A guide to benzodiazepine selection. Part II: Clinical aspects

Can J Psychiatry. 1991 Feb;36(1):62-73. doi: 10.1177/070674379103600117.


To suit the specific needs of various clinical situations, selection of an appropriate benzodiazepine derivative should be based on consideration of their different pharmacokinetic and pharmacodynamic properties. Benzodiazepine derivatives that are rapidly eliminated produce the most pronounced rebound and withdrawal syndromes. Benzodiazepines that are slowly absorbed and slowly eliminated are most appropriate for the anxious patient, since these derivatives produce a gradual and sustained anxiolytic effect. Rapidly absorbed and slowly eliminated benzodiazepines are usually more appropriate for patients with sleep disturbances, since the rapid absorption induces sleep and the slower elimination rate may induce less tolerance to the sedative effect. Rational selection of a benzodiazepine for the elderly and for the suspected drug abuser is more problematic. The relevant pharmacokinetic and clinical considerations for these users are discussed. Certain derivatives may possess pharmacodynamic properties not shared by the entire benzodiazepine class; empirical studies have suggested the existence of anti-panic properties for alprazolam and clonazepam, antidepressant properties for alprazolam, and anti-manic properties for clonazepam and possibly lorazepam.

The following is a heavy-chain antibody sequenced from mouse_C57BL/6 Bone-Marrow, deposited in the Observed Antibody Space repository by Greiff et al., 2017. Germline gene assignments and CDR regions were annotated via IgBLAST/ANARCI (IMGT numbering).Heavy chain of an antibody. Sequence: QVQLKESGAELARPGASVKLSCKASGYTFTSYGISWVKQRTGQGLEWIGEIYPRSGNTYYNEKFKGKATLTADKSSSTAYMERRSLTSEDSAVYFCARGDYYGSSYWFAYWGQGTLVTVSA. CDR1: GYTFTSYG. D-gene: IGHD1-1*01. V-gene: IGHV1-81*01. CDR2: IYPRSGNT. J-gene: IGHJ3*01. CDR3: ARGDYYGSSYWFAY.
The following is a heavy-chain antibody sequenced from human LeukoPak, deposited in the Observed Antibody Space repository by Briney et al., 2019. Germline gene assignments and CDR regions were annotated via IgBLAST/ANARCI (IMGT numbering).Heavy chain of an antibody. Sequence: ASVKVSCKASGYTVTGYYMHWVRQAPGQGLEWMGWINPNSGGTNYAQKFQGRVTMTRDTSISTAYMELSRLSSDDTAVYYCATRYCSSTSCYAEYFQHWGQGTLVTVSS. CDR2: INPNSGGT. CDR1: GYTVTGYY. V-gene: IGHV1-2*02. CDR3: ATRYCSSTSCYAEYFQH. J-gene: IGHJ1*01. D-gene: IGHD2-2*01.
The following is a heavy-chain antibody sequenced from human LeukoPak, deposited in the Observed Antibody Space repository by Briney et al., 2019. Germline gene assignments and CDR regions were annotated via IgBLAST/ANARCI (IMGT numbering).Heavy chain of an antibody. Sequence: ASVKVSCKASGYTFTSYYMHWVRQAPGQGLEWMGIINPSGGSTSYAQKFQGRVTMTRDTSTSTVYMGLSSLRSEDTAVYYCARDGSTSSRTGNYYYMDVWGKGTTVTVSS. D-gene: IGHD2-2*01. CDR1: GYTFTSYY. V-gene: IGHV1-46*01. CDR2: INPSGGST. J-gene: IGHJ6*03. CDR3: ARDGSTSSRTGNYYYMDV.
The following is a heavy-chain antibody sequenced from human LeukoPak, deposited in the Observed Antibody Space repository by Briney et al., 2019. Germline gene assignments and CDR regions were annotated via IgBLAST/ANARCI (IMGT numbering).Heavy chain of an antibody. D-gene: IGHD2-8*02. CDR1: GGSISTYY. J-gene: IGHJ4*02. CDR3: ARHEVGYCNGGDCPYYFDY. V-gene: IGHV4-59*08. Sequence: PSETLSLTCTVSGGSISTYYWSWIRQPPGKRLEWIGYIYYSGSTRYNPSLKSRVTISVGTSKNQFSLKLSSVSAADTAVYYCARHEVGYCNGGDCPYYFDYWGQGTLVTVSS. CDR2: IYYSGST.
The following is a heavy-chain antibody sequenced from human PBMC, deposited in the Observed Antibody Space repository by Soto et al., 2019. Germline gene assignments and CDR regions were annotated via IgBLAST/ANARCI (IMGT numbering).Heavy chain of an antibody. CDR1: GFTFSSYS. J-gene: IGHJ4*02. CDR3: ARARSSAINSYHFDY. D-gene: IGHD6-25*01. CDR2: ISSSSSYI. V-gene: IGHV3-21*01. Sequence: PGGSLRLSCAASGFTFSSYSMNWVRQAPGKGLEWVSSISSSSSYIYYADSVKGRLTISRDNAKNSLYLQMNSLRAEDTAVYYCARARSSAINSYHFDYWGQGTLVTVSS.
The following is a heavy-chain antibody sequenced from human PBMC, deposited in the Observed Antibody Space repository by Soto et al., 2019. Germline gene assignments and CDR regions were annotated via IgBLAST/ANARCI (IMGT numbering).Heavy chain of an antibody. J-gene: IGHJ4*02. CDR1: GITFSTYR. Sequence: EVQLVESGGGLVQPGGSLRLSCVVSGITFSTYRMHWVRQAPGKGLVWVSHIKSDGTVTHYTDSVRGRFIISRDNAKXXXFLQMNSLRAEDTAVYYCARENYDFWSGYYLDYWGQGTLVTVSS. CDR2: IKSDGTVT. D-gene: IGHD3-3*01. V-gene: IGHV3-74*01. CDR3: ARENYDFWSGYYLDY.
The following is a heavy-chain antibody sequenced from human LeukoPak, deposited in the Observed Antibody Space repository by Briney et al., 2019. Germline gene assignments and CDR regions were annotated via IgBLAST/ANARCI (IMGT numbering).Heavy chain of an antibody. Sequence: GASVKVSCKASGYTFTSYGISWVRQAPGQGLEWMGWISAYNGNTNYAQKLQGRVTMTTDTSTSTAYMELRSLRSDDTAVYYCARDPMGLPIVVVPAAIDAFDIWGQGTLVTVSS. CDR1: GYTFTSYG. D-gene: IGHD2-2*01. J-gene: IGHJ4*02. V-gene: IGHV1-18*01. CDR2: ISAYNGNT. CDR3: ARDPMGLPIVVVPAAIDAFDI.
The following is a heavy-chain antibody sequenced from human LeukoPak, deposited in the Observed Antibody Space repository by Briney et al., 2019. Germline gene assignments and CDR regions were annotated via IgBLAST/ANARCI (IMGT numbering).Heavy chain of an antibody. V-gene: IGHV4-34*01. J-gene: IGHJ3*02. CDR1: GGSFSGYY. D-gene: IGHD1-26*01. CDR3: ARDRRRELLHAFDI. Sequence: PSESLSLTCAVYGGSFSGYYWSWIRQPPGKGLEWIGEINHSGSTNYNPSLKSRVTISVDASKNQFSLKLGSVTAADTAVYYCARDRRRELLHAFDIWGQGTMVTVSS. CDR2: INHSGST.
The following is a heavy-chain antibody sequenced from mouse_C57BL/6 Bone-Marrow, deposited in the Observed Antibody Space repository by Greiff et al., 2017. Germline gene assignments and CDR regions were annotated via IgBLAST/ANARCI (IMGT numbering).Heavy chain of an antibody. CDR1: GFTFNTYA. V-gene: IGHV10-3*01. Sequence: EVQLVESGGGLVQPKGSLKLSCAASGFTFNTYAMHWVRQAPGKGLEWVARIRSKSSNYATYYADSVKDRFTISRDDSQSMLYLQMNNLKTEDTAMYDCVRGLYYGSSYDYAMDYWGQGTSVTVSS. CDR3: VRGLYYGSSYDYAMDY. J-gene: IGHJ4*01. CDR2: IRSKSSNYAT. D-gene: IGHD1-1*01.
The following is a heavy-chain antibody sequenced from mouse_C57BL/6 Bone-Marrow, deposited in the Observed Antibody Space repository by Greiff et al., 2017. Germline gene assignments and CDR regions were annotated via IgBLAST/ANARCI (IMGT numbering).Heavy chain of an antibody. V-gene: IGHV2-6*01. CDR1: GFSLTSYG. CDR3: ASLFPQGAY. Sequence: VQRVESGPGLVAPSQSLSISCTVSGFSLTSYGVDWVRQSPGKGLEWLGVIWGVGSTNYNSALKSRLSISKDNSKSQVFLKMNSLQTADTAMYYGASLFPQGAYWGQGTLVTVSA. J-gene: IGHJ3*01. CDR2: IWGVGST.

Publication types

  • Review

MeSH terms

  • Aged
  • Anti-Anxiety Agents / adverse effects
  • Anti-Anxiety Agents / pharmacokinetics
  • Anti-Anxiety Agents / therapeutic use*
  • Anxiety Disorders / drug therapy*
  • Anxiety Disorders / psychology
  • Benzodiazepines
  • Depressive Disorder / drug therapy*
  • Depressive Disorder / psychology
  • Dose-Response Relationship, Drug
  • Humans
  • Panic / drug effects*
  • Psychomotor Agitation / drug therapy*
  • Psychomotor Agitation / psychology


  • Anti-Anxiety Agents
  • Benzodiazepines